Learning Curve Associated with an Automated Laparoscopic Suturing Device Compared with Laparoscopic Suturing

Steven G. Leeds, Lizzy Wooley, Ganesh Sankaranarayanan, Yahya Daoud, James Fleshman, Sanket Chauhan

Research output: Contribution to journalArticlepeer-review

3 Scopus citations


Background. Laparoscopic suturing has proved to be a challenging skill to master which may prevent surgical procedures from being started, or completed, in a minimally invasive fashion. The aim of this study is to compare the learning curves between traditional laparoscopic techniques with a novel suturing device. Methods. In this prospective single blinded nonrandomized controlled crossover study, we recruited 19 general surgery residents ranging from beginner (PGY1-2, n = 12) to advanced beginner (PGY3-5, n = 7). They were assigned to perform a knot tying and suturing task using either Endo360 or traditional laparoscopic technique (TLT) with needle holders before crossing over to the other method. The proficiency standards were developed by collecting the data for task completion time (TCT in seconds), dots on target (DoT in numbers), and total deviation (D in mm) on 5 expert attending surgeons (mean ± 2SD). The test subjects were "proficient" when they reached these standards 2 consecutive times. Results. Number of attempts to complete the task was collected for Endo360 and TLT. A significant difference was observed between mean number of attempts to reach proficiency for Endo360 versus TLT (P =.0027) in both groups combined, but this was not statistically significant in the advanced beginner group. TCT was examined for both methods and demonstrated significantly less time to complete the task for Endo360 versus TLT (P <.0001). There were significantly less DoT for Endo360 as compared with TLT (P <.0001), which was also associated with significantly less D (P <.0001) indicating lower accuracy with Endo360. However, no significant difference was observed between the groups for increasing number of trials for both DoT and D. Conclusions. This novel suturing device showed a shorter learning curve with regard to number of attempts to complete a task for the beginner group in our study, but matched the learning curve in the advanced beginner group. With regard to time to complete the task, the device was faster in both groups.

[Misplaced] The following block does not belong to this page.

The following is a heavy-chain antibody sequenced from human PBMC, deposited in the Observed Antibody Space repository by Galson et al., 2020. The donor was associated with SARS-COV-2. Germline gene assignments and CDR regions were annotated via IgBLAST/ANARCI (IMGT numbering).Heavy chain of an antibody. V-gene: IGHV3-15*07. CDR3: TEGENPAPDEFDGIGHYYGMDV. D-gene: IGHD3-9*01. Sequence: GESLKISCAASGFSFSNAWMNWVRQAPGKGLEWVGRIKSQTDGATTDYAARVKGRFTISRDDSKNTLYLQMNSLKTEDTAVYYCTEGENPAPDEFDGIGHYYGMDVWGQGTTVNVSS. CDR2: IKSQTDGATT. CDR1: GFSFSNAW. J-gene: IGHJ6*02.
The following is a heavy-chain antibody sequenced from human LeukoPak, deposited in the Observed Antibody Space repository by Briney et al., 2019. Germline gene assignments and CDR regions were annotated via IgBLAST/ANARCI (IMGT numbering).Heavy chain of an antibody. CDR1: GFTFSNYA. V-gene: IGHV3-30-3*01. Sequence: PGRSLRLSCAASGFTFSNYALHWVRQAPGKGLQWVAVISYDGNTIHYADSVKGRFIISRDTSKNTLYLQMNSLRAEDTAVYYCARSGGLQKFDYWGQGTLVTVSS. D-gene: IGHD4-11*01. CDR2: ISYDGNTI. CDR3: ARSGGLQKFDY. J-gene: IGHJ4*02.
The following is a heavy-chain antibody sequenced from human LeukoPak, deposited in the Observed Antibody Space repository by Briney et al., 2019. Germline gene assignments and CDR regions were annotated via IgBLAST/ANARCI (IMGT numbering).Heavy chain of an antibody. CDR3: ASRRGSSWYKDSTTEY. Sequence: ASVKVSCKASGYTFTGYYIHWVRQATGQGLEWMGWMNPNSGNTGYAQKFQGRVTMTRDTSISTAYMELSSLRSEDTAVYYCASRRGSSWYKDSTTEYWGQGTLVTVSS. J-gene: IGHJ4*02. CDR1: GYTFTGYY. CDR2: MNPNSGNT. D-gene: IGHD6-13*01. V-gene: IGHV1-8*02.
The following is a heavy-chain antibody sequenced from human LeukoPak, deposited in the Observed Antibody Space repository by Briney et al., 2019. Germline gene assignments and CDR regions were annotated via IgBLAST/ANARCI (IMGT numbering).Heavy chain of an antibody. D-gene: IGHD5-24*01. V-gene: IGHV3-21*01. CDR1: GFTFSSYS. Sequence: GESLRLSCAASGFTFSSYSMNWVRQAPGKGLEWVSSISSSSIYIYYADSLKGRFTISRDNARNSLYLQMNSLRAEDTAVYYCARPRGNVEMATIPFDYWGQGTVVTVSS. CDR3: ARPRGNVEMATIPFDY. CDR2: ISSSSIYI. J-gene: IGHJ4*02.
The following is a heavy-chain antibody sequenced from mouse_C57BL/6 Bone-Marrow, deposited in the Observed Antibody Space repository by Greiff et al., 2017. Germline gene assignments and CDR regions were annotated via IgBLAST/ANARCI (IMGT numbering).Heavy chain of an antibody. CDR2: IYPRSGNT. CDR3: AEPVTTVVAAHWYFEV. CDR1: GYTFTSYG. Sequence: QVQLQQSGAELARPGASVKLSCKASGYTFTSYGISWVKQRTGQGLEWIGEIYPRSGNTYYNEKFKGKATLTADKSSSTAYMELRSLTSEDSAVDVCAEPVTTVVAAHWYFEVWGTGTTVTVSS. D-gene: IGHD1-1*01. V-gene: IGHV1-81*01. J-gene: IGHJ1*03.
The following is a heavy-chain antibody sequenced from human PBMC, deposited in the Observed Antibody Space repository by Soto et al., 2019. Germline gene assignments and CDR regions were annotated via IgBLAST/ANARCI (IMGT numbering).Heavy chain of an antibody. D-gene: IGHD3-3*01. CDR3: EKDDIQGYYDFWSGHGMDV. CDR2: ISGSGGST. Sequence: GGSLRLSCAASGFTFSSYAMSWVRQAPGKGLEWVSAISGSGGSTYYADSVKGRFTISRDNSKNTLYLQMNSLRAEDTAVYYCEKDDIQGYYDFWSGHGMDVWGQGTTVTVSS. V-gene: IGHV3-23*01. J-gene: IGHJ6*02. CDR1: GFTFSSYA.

Original languageEnglish (US)
Pages (from-to)109-114
Number of pages6
JournalSurgical Innovation
Issue number2
StatePublished - Apr 1 2017
Externally publishedYes


  • knot tying
  • laparoscopic suturing
  • residency training
  • simulation
  • surgical education

ASJC Scopus subject areas

  • Surgery


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